A Present for Our Childhood

The God of Small Things is a magical book. Till the point I’ve read, I am extremely impressed by the vivid descriptions of little Estha and Rahel. Their thoughts and behaviors are simple and predictable that you can tell their age without any hint. I feel like the author put much efforts in inserting those details which make these two children alive in our head.

My favorite chapter is the one talking about their trip to the theater, besides the part which Estha got abused for sure. When I started reading these pages, I can’t stop laughing since I recall many interesting moments in my childhood. On page 91, it depicts the scene of Estha’s first solo peeing. Perhaps, because of we shared almost the same experience, I like Estha’s idea of stepping on something to pee into the higher one rather then the lower one. The author even talked about the habit of aiming the mothballs which were available in my primary school toilets. Another example is on page 95 where it’s said Rahel don’t have the weight to stabilize the fold chair. This was also something that happened to me long time ago. Just like what Rahel did, I’d choose to sit like a sandwich or use my arm to push the chair during the movie. There are tons of such funny moments scatter in the book. I deeply doubt about whether the author installed cameras at my home. Anyway, this is the book that I can say firmly is written in children’s view.

These little events are designed elaborately by the author to allow us recall those ancient memories, but not only that. It also shows us how pure the world is. How simple and beautiful the world can be through a child’s eyes comparing to the complex and messy we see. What’s the point of growing up and why we all become evil adults at the end are the questions this book bringing to me. All these small things consist of our memory. It might not be significant, but it may cause you feel a little bit amused and that may be the meaning of memory.

3 thoughts on “A Present for Our Childhood

  1. Josephine D

    I completely agree with you. This book has brought up many of the same questions for me. It also causes so many emotions in me, making me laugh one second and gasp in horror or sadness the next. I think one of the reasons for this is because Roy portrays childhood in a way that is, as you said, incredibly magical. The reader gets to see such accurate, funny moments like the ones you mentioned at the theater and even things like the silly clothes that Estha and Rahel wear and the interesting, creative thoughts in their heads. But I think the really sad part is that we also get to see all these things get ruined for Estha and Rahel. From Estha getting abused to Sophie Mol and Ammu dying, the book keeps piling tragedies onto their lives and we see the magic of their childhoods disappearing little by little until eventually they become adults with much bleaker outlooks on life. I don’t think these events and the loss of innocence they cause in Estha and Rahel would make me, as a reader, so sad, if it weren’t for how accurately they were portrayed as children. If they were stereotypical young children in the way many books describe young children, sweet and pure but with no unique personality traits, this book would not be as good. But the accurate moments like the ones that you mention make them very real and relatable to me. I guess it is the same as it would be with any book–if the characters don’t feel real, the reader won’t really care what happens to them. But most authors don’t bother to make characters that are young children feel real, while Roy does.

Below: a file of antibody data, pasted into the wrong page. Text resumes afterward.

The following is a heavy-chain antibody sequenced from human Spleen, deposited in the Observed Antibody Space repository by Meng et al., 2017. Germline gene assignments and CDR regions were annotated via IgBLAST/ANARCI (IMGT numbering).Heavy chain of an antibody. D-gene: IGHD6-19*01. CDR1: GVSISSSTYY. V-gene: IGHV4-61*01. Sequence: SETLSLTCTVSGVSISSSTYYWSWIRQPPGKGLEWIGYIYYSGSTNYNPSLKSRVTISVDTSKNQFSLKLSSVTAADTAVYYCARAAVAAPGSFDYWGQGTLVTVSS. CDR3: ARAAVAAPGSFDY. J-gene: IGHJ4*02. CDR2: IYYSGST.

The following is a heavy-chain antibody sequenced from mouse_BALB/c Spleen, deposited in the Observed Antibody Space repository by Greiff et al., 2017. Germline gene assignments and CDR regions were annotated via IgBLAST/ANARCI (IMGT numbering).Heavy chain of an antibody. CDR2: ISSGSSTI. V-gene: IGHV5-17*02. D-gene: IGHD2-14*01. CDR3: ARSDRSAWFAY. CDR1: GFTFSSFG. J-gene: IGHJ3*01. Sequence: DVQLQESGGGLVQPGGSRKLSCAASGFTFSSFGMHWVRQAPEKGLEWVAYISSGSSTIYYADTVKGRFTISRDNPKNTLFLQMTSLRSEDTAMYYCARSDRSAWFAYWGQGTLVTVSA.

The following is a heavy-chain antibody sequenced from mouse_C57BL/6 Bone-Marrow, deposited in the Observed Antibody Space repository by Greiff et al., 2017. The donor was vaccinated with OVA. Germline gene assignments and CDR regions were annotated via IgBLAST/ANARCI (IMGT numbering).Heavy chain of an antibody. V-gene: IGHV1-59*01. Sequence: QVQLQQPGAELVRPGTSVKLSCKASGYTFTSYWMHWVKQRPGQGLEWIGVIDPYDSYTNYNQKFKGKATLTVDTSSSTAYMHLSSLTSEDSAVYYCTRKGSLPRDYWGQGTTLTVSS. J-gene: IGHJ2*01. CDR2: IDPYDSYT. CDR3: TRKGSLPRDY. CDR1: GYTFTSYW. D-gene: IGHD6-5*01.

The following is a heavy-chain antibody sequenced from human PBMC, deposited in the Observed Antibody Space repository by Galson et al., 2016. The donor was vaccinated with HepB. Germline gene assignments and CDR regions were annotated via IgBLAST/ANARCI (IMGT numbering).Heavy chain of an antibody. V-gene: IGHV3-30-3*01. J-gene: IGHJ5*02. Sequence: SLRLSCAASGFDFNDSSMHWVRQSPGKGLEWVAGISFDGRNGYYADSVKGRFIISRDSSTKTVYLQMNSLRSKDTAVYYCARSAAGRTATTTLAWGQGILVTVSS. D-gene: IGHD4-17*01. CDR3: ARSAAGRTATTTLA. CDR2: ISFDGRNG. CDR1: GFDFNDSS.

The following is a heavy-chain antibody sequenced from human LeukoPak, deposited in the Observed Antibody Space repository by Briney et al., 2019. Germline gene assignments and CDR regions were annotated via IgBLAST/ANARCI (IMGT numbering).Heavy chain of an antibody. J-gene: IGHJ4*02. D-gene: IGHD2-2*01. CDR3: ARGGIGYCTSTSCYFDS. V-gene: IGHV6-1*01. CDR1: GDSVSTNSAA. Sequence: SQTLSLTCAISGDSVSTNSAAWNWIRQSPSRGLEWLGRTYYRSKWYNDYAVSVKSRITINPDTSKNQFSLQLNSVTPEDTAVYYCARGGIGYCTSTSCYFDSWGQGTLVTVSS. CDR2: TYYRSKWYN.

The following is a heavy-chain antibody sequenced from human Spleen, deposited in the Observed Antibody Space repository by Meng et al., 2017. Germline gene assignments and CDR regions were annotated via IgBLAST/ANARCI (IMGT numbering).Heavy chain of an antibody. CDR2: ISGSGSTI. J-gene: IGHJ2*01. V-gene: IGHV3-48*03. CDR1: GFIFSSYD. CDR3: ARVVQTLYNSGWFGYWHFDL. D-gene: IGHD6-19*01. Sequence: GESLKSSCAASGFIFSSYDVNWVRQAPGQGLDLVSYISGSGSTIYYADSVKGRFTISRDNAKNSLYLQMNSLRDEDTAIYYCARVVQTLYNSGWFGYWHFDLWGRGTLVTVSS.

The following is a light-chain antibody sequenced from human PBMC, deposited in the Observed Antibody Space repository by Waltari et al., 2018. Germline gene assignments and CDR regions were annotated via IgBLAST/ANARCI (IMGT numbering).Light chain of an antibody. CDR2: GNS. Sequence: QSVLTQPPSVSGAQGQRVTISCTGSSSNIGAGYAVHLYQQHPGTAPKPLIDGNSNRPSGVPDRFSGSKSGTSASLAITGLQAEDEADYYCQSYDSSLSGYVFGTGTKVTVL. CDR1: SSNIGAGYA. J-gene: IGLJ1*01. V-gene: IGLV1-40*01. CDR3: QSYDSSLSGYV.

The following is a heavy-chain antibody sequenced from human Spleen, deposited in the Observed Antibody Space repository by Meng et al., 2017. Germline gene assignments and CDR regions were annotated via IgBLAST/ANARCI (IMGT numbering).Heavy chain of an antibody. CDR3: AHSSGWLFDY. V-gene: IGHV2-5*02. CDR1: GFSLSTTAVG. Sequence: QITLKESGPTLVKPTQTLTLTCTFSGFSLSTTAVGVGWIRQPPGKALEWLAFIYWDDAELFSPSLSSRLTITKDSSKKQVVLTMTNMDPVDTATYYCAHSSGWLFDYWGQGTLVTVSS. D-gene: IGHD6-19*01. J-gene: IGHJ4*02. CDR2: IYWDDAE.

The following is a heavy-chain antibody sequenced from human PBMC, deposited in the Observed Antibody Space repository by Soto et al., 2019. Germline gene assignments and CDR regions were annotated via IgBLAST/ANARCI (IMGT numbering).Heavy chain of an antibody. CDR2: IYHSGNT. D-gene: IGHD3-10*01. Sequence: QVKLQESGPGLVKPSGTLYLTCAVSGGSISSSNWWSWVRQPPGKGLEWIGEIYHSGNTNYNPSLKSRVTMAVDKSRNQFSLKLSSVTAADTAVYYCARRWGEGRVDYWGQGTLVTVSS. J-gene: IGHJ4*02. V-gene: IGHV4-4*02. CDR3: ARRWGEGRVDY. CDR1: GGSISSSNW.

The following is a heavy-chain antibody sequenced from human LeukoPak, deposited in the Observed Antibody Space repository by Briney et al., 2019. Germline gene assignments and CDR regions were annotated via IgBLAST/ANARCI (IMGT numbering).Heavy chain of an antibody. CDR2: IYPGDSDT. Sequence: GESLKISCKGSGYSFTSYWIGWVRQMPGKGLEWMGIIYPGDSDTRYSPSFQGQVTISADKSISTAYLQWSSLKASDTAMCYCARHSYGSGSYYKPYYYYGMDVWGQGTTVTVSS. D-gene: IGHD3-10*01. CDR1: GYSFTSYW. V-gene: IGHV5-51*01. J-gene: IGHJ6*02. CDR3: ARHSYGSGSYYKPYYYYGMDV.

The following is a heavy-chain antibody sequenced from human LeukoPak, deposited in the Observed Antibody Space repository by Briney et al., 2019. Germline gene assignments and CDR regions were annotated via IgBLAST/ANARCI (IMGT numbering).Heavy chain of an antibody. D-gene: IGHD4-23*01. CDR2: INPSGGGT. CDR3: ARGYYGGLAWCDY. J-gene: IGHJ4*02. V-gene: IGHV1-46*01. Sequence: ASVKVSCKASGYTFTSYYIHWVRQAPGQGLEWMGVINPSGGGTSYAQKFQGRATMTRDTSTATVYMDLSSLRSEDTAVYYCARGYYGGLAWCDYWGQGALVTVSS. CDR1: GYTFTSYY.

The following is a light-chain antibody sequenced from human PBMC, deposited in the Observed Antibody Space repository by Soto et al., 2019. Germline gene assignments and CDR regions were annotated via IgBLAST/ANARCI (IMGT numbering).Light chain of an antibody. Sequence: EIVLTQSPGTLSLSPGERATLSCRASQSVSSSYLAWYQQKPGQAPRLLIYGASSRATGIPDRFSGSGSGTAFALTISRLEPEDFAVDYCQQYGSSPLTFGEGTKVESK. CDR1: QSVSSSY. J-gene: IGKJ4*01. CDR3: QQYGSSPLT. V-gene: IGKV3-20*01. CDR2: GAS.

Liked by 1 person

  2. Lauren D

    I totally agree! I love how there is shifts in perspective and time. The point of view when they are children is very descriptive and fun to see because the novel can be so serious at times. It is interesting to see some very serious topics in the view point of a child.


  3. Alex Y

    What’s up Yunhao! Great post and I think you’ve done a great job commenting on all the little things Roy gets right like the chairs, the urinal, etc.; I, like you and the other commentators, can easily relate to their imagination, little rules, and obsession. I feel like Roy’s able to capture so much of that childhood spirit because despite their inexperience, they aren’t dumb. Although they don’t understand many things about the world, they’re very obviously proficient in literature, English, etc. Their insightfulness comes to a head whenever something truly messed-up happens like with the abuse Rahel suffers and Sophie Mol’s death. Although they don’t understand everything that’s going on due to their simple inexperience, they still obviously comprehend immediately that something is wrong. Thus, the realism in their behavior both lets us laugh and empathize with the twins whenever something goes wrong. Thanks again for the insightful post Yunhao, and I hope your quarantine isn’t going too bad!


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